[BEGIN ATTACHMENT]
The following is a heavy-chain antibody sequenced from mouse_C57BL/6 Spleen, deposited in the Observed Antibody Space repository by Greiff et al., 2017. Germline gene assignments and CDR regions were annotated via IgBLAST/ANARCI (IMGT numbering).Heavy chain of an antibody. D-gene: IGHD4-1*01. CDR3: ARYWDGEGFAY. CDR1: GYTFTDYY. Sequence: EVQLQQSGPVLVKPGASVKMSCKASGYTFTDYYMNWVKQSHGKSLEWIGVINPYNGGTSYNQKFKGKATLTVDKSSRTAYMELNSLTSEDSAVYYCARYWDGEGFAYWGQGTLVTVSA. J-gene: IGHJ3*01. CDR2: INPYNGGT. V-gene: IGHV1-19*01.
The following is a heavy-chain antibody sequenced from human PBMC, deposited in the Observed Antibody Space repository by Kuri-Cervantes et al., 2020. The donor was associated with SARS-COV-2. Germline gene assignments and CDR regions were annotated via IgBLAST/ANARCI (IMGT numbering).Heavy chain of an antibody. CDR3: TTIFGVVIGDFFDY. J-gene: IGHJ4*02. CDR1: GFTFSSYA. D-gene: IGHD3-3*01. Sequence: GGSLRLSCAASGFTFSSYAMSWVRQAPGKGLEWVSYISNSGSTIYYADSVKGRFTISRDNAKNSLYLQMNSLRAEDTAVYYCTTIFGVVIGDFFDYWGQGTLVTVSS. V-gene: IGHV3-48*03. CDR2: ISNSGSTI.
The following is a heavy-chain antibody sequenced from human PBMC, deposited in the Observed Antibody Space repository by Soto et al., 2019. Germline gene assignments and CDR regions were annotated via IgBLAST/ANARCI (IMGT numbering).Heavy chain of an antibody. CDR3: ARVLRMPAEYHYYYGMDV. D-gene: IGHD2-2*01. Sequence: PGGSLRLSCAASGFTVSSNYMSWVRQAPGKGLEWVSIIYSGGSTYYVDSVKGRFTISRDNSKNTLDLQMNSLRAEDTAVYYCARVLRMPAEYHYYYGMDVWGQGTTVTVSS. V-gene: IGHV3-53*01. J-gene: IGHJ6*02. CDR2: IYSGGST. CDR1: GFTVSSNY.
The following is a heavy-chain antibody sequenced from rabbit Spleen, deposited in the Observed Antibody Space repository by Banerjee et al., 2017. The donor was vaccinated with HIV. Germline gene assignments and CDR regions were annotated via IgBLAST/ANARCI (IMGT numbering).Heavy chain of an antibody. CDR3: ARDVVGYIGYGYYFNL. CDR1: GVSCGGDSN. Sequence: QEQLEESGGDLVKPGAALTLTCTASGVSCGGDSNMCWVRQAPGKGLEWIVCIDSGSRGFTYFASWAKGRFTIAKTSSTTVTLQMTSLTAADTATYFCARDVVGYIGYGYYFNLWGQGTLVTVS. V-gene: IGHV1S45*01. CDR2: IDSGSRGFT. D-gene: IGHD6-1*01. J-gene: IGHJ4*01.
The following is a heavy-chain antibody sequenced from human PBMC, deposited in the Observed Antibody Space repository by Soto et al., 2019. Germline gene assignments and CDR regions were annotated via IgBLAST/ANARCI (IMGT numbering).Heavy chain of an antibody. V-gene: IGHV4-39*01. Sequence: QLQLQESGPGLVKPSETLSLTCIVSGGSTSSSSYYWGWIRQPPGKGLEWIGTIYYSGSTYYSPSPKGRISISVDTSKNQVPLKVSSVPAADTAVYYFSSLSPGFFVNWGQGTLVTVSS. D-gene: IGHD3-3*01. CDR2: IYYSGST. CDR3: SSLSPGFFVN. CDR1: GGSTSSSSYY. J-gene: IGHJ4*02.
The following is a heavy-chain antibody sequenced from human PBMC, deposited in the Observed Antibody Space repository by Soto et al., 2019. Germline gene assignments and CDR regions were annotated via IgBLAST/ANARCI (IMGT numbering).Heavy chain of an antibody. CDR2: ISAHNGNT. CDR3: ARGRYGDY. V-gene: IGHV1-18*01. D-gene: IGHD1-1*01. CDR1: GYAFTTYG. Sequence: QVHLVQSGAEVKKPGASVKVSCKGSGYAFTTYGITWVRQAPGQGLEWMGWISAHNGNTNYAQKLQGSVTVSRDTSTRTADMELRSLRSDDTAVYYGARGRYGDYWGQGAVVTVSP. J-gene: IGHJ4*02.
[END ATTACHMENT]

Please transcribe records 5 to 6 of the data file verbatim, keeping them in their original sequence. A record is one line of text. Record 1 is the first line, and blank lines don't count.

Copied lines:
The following is a heavy-chain antibody sequenced from human PBMC, deposited in the Observed Antibody Space repository by Soto et al., 2019. Germline gene assignments and CDR regions were annotated via IgBLAST/ANARCI (IMGT numbering).Heavy chain of an antibody. V-gene: IGHV4-39*01. Sequence: QLQLQESGPGLVKPSETLSLTCIVSGGSTSSSSYYWGWIRQPPGKGLEWIGTIYYSGSTYYSPSPKGRISISVDTSKNQVPLKVSSVPAADTAVYYFSSLSPGFFVNWGQGTLVTVSS. D-gene: IGHD3-3*01. CDR2: IYYSGST. CDR3: SSLSPGFFVN. CDR1: GGSTSSSSYY. J-gene: IGHJ4*02.
The following is a heavy-chain antibody sequenced from human PBMC, deposited in the Observed Antibody Space repository by Soto et al., 2019. Germline gene assignments and CDR regions were annotated via IgBLAST/ANARCI (IMGT numbering).Heavy chain of an antibody. CDR2: ISAHNGNT. CDR3: ARGRYGDY. V-gene: IGHV1-18*01. D-gene: IGHD1-1*01. CDR1: GYAFTTYG. Sequence: QVHLVQSGAEVKKPGASVKVSCKGSGYAFTTYGITWVRQAPGQGLEWMGWISAHNGNTNYAQKLQGSVTVSRDTSTRTADMELRSLRSDDTAVYYGARGRYGDYWGQGAVVTVSP. J-gene: IGHJ4*02.